This is directed to all women, mothers or not, who, wittingly or no, say things about a child within earshot of that child’s friend. Or worse, say something disparaging about one child to another child. Because that child will tell the other. And the fallout won’t be pretty. Children can be cruel, but adults can be stupid. And yes, I am engaging in a completely banal discussion of she said, she said. Fifth grade politics. Who can resist?
One of my eldest daughter’s friend’s mother called my child fake. The friend told my daughter. I’m glad my child’s back was to me when she recounted this nonsense because the rolling of the eyes this got was sure to elicit innumerable questions. All I could think was really? Really, lady? Fake? I used this term 20 years ago. In high school. To describe nearly every girl who was not my friend. Because you were fake if you weren’t my friend. You were fake if you didn’t speak to me. You were fake if you spoke to me on Tuesday but not on Wednesday. You were fake if I wasn’t invited to your party and you were certainly fake if your name was Melissa and you were dating Eric. I friggin’ loved him, you boy stealing heifer. You see where I’m going with this, all the way down stupid teenagerism lane. Apparently this mother still resides there.
I am assuming that the word fake when dealing with girls has not changed in the past 20 years so apparently my daughter has committed one of the above, or similar, offenses. I ask her which. She is still friends with another girl who is, in plain terms, a follower. The reigning bully sees to it that this follower stays on her side at all times. But, minus the bully, the follower girl is actually rather sweet. But. According to the fake labelling mother, because my daughter is not a grudge-having, mean because you were mean to me kind of girl, she is fake.
Bite me. Please. I like that my daughter befriends girls other people shun. I’m glad that she doesn’t hold grudges against girls who have been mean, and that she knows who is a genuine friend and who isn’t but doesn’t let that dictate who she speaks to. This name-calling nonsense has her concerned about the sleepover she wants to have for graduation. One of the girls she genuinely wants to invite is the daughter of the woman who called her fake. I’ve spoken to this parent before and know that she has issues with her daughter attending sleepovers (my daughter has only slept away from home (outside of with family) a handful of times so I understand the concern). Yet. We’ve spoken. She knows my husband and me. I welcome the opportunity to have her visit before the sleepover to show that while at times unkempt, our home is safe. We have no druggie friends who might need to re-up that weekend. No just released relatives. Ray-Ray and them aren’t coming to bust anyone’s kneecaps because of monies owed. My concern is that she will let whatever led her to call my daughter fake cloud her judgment in letting her daughter stay over. She probably hasn’t even considered that we might have neighbors off their meds. Or that tequila makes me way more fun.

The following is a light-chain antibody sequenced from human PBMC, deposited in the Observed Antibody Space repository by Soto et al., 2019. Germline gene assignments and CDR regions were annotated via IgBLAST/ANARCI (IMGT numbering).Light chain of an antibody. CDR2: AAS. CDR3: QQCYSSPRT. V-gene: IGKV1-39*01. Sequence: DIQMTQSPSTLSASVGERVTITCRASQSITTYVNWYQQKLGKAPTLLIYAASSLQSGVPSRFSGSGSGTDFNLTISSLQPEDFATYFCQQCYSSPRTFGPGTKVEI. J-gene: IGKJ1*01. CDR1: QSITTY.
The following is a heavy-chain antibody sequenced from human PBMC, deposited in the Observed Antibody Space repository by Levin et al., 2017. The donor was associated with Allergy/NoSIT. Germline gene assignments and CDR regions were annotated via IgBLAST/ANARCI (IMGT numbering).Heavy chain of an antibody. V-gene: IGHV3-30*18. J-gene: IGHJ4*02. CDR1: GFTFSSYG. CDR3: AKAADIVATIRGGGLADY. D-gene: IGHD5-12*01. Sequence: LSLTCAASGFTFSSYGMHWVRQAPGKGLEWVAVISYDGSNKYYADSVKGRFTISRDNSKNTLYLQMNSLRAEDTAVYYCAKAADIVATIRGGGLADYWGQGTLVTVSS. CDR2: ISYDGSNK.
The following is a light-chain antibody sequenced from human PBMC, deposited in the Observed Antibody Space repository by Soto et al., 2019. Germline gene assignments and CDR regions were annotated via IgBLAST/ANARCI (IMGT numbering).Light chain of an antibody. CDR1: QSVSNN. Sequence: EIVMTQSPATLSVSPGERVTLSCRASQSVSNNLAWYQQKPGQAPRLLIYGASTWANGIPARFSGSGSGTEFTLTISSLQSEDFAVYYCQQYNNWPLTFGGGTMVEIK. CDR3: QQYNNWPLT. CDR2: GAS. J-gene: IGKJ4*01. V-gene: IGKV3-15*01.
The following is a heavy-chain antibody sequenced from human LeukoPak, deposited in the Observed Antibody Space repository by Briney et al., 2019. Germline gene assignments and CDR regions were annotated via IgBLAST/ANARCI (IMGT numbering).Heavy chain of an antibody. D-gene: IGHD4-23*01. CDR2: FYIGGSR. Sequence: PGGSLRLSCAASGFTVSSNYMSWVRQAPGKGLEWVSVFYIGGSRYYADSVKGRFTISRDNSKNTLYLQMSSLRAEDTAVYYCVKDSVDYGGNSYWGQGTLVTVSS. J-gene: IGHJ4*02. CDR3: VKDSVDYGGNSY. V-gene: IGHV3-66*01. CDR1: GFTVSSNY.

This is all silly and immature, I know. Either she can stay or she can’t, regardless of the reason. But this is their last year together. The girl will attend middle school in Maryland and my daughter will still be in the city. They won’t see each other unless the girl’s mother and I make a concerted effort to help them remain in touch. I still have a friend from my first day of kindergarten. She is one of my dearest friends. I want to help my daughter maintain this friendship. But, if the girl’s mother believes my daughter is not “worthy” of hers, then what am I to do? Talking to the mother about this specific incident might not be in the best interests of our daughters maintaining a friendship. I get the distinct impression that it wouldn’t go well. Starting a conversation with “Looka here, bitch” usually winds up ungood.
Regardless, I’ll call her in the next week to speak prior to giving her daughter an invitation. Invitations to the sleepover will go out soon and I want her to be comfortable with her daughter staying here. I also want, I guess, to change her opinion of my daughter because I don’t want anyone thinking something about her that’s absolutely untrue. At the same time, though, I guess I realize I have no control over who thinks what. As she continues to grow up, she’ll come into contact with other girls and women alike who will dislike her for no reason whatsoever (except whatever stupid reason they’ve convinced themselves is legitimate, aka she thinks she’s cute). In my best valley girl voice: gag me with a spoon!
Some say they’d love to go back and redo some years. I suppose I would too, but fifth grade would not be my choice.